Sensory Perception of Non-Deuterated and Deuterated Organic Compounds

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  • Tunga Salthammer
  • Friederike Monegel
  • Nicole Schulz
  • Erik Uhde
  • Stefan Grimme
  • Jakob Seibert
  • Uwe Hohm
  • Wolf Ulrich Palm

The chemical background of olfactory perception has been subject of intensive research, but no available model can fully explain the sense of smell. There are also inconsistent results on the role of the isotopology of molecules. In experiments with human subjects it was found that the isotope effect is weak with acetone and D6-acetone. In contrast, clear differences were observed in the perception of octanoic acid and D15-octanoic acid. Furthermore, a trained sniffer dog was initially able to distinguish between these isotopologues of octanoic acid. In chromatographic measurements, the respective deuterated molecule showed weaker interaction with a non-polar liquid phase. Quantum chemical calculations give evidence that deuterated octanoic acid binds more strongly to a model receptor than non-deuterated. In contrast, the binding of the non-deuterated molecule is stronger with acetone. The isotope effect is calculated in the framework of statistical mechanics. It results from a complicated interplay between various thermostatistical contributions to the non-covalent free binding energies and it turns out to be very molecule-specific. The vibrational terms including non-classical zero-point energies play about the same role as rotational/translational contributions and are larger than bond length effects for the differential isotope perception of odor for which general rules cannot be derived.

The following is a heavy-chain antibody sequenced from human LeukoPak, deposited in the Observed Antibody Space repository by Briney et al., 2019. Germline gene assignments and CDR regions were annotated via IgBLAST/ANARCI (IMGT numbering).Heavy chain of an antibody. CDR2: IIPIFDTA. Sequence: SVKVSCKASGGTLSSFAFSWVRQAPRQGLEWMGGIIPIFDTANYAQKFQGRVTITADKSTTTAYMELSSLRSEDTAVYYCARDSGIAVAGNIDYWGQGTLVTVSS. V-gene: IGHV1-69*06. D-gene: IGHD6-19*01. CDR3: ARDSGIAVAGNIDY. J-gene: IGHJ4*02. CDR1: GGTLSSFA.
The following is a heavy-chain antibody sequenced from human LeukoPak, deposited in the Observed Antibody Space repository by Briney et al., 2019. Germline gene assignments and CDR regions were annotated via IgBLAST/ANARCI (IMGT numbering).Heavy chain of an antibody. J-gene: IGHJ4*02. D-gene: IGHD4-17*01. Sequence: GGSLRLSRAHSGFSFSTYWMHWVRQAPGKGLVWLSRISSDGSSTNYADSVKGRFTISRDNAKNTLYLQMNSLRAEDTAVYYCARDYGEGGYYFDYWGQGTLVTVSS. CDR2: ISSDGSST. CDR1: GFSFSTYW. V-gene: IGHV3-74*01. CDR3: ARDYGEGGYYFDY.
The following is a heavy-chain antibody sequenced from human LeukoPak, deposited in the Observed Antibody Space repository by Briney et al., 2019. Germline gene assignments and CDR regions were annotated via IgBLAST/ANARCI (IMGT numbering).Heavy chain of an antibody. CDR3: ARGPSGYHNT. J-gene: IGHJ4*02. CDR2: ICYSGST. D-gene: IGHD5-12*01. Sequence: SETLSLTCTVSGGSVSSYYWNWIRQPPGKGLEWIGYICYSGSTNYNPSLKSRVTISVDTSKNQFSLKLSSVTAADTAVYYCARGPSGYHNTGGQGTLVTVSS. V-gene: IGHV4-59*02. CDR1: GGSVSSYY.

Original languageEnglish
JournalChemistry - A European Journal
Issue number3
Pages (from-to)1046-1056
Number of pages11
Publication statusPublished - 13.01.2021

Bibliographical note

© 2020 The Authors. Chemistry - A European Journal published by Wiley-VCH GmbH.

    Research areas

  • computational chemistry, human subjects, isotopologues, odor perception, trained sniffer dogs
  • Chemistry